Morgan Hill started residential curbside recycling of newspapers, bottles and cans in 1992. In 1999, the city added collections for mixed paper and yard trimmings.
In 2006, Morgan Hill added food waste and household batteries to the program. In 2010, Morgan Hill switched to single-stream recycling.
All households in Morgan Hill are required to have trash service and automatically receive curbside recycling and composting collection at no additional cost. Trash and compost are picked up weekly; recycling pick up is biweekly.
The Morgan Hill City Council selects the hauling company and negotiates the rates for recycling, composting and trash within the City. Recology South Valley has the exclusive franchise to collect and dispose of all residential and commercial waste in the City.
Residents have a 64-gallon brown cart for all recyclable materials. Recycling is picked up every other week. Batteries and motor oil can also be set out for recycling pickup with special instructions.
Weekly recycling collection is available for free to businesses that have garbage service with Recology.
Yard waste pick up began for residents in 1999. Food waste collection was added to the program in 2006.
Residents are given a 96-gallon compost cart; extra composting containers are available for no additional charge.
Morgan Hill provides residents with two free indoor composting containers to help collect food scraps before taking them to the outside composting cart. The city promotes half-gallon size plastic pitchers with a lid as the best method for collecting food scraps.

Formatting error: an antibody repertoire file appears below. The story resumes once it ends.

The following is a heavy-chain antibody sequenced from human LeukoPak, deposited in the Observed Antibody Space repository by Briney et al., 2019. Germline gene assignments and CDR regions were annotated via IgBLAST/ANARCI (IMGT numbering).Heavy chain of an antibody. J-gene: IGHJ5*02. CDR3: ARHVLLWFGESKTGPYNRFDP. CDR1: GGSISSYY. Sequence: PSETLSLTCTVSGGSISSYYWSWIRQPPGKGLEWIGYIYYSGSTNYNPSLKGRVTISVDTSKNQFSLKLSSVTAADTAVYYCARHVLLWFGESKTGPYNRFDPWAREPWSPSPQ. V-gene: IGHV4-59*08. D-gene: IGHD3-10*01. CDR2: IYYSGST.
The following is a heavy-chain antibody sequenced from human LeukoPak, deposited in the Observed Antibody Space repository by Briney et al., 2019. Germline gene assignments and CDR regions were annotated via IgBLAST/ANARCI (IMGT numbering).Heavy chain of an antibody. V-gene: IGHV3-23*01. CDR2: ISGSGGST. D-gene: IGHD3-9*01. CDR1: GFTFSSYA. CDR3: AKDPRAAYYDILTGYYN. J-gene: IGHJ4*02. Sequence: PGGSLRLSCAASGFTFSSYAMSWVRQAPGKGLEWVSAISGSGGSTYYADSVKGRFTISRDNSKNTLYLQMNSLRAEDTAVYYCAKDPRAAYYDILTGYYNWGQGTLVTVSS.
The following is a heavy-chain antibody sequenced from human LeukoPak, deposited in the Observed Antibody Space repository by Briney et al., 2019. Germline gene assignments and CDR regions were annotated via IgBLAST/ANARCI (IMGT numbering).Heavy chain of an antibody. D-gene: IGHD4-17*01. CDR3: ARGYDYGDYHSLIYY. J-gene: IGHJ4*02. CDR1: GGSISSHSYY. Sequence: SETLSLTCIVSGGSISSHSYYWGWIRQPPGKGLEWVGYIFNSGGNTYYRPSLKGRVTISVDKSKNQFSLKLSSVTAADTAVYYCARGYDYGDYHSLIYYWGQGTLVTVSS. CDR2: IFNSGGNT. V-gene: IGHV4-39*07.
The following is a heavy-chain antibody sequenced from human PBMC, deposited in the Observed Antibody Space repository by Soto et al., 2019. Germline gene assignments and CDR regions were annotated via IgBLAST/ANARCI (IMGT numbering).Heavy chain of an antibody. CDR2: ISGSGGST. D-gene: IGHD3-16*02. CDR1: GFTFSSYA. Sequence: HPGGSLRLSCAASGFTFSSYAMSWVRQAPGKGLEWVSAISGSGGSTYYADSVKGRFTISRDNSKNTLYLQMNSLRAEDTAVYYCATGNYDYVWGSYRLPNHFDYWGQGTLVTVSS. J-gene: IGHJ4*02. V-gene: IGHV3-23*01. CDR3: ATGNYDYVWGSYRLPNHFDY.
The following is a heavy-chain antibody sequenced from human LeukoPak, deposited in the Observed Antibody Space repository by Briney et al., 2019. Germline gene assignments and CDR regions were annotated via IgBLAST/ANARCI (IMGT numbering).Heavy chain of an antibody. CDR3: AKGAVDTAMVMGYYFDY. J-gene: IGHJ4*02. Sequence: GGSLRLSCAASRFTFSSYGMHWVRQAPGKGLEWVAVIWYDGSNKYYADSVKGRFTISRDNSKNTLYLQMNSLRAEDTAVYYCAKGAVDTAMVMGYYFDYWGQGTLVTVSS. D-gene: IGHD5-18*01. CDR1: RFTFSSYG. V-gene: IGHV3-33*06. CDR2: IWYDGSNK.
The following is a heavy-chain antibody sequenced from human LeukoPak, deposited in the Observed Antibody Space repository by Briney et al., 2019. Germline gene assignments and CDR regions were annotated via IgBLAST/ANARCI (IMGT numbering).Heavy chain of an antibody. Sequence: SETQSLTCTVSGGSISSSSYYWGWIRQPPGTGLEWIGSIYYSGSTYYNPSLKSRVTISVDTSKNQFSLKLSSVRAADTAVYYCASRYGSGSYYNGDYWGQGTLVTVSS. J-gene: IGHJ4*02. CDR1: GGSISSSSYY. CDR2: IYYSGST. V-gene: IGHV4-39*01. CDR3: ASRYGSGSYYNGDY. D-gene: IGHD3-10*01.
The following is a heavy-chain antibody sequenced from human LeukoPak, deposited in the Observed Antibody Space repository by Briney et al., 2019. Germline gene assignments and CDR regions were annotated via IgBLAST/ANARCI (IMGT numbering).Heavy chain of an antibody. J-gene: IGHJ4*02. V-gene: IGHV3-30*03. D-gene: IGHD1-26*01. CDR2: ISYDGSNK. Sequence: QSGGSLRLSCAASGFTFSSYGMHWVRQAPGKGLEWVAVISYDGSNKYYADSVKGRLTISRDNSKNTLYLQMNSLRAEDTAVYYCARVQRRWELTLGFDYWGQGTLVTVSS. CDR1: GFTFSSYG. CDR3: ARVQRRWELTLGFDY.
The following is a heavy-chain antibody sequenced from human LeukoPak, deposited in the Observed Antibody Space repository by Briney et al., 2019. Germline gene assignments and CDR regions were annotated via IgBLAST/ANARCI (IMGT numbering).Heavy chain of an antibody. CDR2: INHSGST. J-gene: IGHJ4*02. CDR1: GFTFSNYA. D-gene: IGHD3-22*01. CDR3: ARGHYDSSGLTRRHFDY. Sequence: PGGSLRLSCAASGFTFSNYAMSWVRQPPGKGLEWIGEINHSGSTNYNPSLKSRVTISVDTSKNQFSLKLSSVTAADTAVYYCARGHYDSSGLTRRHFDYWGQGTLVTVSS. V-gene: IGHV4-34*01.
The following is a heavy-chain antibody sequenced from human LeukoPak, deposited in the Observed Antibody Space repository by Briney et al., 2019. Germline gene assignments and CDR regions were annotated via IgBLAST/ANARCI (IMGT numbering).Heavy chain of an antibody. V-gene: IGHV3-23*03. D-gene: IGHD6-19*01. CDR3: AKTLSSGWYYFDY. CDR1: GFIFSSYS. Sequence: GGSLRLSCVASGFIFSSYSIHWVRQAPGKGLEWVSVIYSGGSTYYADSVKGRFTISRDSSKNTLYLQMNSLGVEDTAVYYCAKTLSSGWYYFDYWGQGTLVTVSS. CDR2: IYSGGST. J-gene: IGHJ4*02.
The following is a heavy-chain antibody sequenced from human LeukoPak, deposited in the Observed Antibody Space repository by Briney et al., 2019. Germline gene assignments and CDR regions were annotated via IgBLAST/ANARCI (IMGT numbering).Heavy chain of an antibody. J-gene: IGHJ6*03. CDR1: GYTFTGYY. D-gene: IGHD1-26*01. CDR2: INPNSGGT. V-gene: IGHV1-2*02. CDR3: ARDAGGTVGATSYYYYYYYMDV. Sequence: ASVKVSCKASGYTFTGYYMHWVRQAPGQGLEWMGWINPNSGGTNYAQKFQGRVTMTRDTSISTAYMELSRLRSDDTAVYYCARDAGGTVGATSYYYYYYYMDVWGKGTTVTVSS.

Yard trimmings are prohibited in the trash.
Residents can compost:
Morgan Hill residents pay a flat fee of $26.63 or $28.92 for their trash, recycling and composting service. The price is higher for residents in the hilly part of town.
Residents receive unlimited trash service—their rate doesn’t change based on the number or size of the bins they use. This is a big difference compared to other programs in Santa Clara County that charge residents more for larger or additional trash cans (known as pay-as-you-throw pricing).
In fact, Morgan Hill adamantly defends its flat-fee policy:
“We in Morgan Hill pride ourselves on being a community that doesn’t rely on economic mandates to force us to recycle. Instead, we maintain our unlimited collection program because it’s more convenient for the residents, with the expectation that people are going to recycle because it’s the right thing to do—not because they don’t have room for their recyclables in their garbage can.”
The city used the RecycleBank incentive program to encourage recycling in 2010 but discontinued the program in 2012 because of a lack of participation and failure to increase recycling rates.
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